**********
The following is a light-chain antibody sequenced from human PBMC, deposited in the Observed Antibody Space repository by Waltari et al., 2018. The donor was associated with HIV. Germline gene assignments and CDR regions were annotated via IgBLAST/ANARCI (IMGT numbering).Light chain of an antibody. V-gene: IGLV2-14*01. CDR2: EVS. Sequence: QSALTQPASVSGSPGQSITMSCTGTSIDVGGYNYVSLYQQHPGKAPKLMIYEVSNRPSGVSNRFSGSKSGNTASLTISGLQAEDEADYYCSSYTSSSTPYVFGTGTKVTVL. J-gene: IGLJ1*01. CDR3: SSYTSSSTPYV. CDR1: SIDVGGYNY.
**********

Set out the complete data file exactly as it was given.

The following is a light-chain antibody sequenced from human PBMC, deposited in the Observed Antibody Space repository by Waltari et al., 2018. The donor was associated with HIV. Germline gene assignments and CDR regions were annotated via IgBLAST/ANARCI (IMGT numbering).Light chain of an antibody. V-gene: IGLV2-14*01. CDR2: EVS. Sequence: QSALTQPASVSGSPGQSITMSCTGTSIDVGGYNYVSLYQQHPGKAPKLMIYEVSNRPSGVSNRFSGSKSGNTASLTISGLQAEDEADYYCSSYTSSSTPYVFGTGTKVTVL. J-gene: IGLJ1*01. CDR3: SSYTSSSTPYV. CDR1: SIDVGGYNY.